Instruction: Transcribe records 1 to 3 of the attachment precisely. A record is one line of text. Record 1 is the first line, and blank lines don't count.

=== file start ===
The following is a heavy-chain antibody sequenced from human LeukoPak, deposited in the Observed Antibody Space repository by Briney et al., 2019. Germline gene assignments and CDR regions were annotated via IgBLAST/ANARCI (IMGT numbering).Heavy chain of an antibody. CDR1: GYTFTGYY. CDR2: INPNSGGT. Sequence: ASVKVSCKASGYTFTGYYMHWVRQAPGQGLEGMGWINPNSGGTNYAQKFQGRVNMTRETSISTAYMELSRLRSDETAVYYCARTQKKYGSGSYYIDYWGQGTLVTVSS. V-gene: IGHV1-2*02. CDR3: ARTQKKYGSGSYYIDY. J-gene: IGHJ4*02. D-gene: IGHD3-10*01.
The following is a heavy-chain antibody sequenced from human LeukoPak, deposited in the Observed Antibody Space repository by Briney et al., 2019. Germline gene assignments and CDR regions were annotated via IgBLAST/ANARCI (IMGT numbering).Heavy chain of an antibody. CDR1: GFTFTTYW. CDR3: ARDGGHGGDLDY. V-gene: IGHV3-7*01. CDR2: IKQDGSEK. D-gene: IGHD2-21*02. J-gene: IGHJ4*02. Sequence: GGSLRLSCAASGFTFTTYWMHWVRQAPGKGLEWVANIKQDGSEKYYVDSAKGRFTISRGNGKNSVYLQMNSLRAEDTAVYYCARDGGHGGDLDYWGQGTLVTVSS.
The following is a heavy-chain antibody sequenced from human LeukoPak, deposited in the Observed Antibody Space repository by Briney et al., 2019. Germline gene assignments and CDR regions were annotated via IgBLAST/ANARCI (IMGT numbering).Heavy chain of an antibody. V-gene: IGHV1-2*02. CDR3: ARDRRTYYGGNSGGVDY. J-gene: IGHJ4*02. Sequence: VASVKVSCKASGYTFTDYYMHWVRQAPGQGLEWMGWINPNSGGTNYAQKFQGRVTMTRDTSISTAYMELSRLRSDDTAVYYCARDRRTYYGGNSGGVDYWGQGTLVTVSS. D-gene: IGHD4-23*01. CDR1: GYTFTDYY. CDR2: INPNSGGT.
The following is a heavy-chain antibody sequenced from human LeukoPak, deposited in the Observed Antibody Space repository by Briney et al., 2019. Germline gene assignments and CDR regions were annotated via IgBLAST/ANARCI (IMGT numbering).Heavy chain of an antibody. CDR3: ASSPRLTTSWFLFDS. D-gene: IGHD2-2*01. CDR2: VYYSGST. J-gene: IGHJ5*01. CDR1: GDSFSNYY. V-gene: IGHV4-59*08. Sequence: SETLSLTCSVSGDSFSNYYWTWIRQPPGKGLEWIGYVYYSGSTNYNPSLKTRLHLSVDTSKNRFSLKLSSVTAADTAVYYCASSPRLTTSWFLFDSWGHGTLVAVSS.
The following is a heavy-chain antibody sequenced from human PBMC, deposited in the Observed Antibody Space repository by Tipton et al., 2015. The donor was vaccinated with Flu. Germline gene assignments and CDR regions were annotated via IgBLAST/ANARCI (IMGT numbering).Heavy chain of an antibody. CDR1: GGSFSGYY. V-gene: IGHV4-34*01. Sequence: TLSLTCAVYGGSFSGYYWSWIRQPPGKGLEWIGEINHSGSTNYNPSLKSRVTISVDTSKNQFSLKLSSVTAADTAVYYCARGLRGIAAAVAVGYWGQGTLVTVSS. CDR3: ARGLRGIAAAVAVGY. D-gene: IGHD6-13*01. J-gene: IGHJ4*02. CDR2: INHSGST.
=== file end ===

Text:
The following is a heavy-chain antibody sequenced from human LeukoPak, deposited in the Observed Antibody Space repository by Briney et al., 2019. Germline gene assignments and CDR regions were annotated via IgBLAST/ANARCI (IMGT numbering).Heavy chain of an antibody. CDR1: GYTFTGYY. CDR2: INPNSGGT. Sequence: ASVKVSCKASGYTFTGYYMHWVRQAPGQGLEGMGWINPNSGGTNYAQKFQGRVNMTRETSISTAYMELSRLRSDETAVYYCARTQKKYGSGSYYIDYWGQGTLVTVSS. V-gene: IGHV1-2*02. CDR3: ARTQKKYGSGSYYIDY. J-gene: IGHJ4*02. D-gene: IGHD3-10*01.
The following is a heavy-chain antibody sequenced from human LeukoPak, deposited in the Observed Antibody Space repository by Briney et al., 2019. Germline gene assignments and CDR regions were annotated via IgBLAST/ANARCI (IMGT numbering).Heavy chain of an antibody. CDR1: GFTFTTYW. CDR3: ARDGGHGGDLDY. V-gene: IGHV3-7*01. CDR2: IKQDGSEK. D-gene: IGHD2-21*02. J-gene: IGHJ4*02. Sequence: GGSLRLSCAASGFTFTTYWMHWVRQAPGKGLEWVANIKQDGSEKYYVDSAKGRFTISRGNGKNSVYLQMNSLRAEDTAVYYCARDGGHGGDLDYWGQGTLVTVSS.
The following is a heavy-chain antibody sequenced from human LeukoPak, deposited in the Observed Antibody Space repository by Briney et al., 2019. Germline gene assignments and CDR regions were annotated via IgBLAST/ANARCI (IMGT numbering).Heavy chain of an antibody. V-gene: IGHV1-2*02. CDR3: ARDRRTYYGGNSGGVDY. J-gene: IGHJ4*02. Sequence: VASVKVSCKASGYTFTDYYMHWVRQAPGQGLEWMGWINPNSGGTNYAQKFQGRVTMTRDTSISTAYMELSRLRSDDTAVYYCARDRRTYYGGNSGGVDYWGQGTLVTVSS. D-gene: IGHD4-23*01. CDR1: GYTFTDYY. CDR2: INPNSGGT.